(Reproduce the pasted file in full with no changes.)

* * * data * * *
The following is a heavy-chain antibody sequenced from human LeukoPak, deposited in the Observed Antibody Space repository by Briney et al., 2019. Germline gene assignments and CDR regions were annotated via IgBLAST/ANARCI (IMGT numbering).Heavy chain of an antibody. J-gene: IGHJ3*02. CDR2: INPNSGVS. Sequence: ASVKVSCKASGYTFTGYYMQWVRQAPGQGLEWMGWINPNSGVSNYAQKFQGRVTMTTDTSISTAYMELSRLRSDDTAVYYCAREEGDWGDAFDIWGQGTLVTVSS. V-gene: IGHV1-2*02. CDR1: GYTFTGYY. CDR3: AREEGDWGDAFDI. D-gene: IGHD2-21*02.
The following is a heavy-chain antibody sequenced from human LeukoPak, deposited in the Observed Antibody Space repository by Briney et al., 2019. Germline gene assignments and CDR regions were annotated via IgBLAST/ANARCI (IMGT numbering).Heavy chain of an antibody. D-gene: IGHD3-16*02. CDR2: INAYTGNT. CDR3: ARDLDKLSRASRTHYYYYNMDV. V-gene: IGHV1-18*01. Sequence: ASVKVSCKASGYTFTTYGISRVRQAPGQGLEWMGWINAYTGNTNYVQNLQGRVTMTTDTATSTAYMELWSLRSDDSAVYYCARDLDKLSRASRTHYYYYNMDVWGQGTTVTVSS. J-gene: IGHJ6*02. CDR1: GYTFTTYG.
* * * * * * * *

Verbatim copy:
The following is a heavy-chain antibody sequenced from human LeukoPak, deposited in the Observed Antibody Space repository by Briney et al., 2019. Germline gene assignments and CDR regions were annotated via IgBLAST/ANARCI (IMGT numbering).Heavy chain of an antibody. J-gene: IGHJ3*02. CDR2: INPNSGVS. Sequence: ASVKVSCKASGYTFTGYYMQWVRQAPGQGLEWMGWINPNSGVSNYAQKFQGRVTMTTDTSISTAYMELSRLRSDDTAVYYCAREEGDWGDAFDIWGQGTLVTVSS. V-gene: IGHV1-2*02. CDR1: GYTFTGYY. CDR3: AREEGDWGDAFDI. D-gene: IGHD2-21*02.
The following is a heavy-chain antibody sequenced from human LeukoPak, deposited in the Observed Antibody Space repository by Briney et al., 2019. Germline gene assignments and CDR regions were annotated via IgBLAST/ANARCI (IMGT numbering).Heavy chain of an antibody. D-gene: IGHD3-16*02. CDR2: INAYTGNT. CDR3: ARDLDKLSRASRTHYYYYNMDV. V-gene: IGHV1-18*01. Sequence: ASVKVSCKASGYTFTTYGISRVRQAPGQGLEWMGWINAYTGNTNYVQNLQGRVTMTTDTATSTAYMELWSLRSDDSAVYYCARDLDKLSRASRTHYYYYNMDVWGQGTTVTVSS. J-gene: IGHJ6*02. CDR1: GYTFTTYG.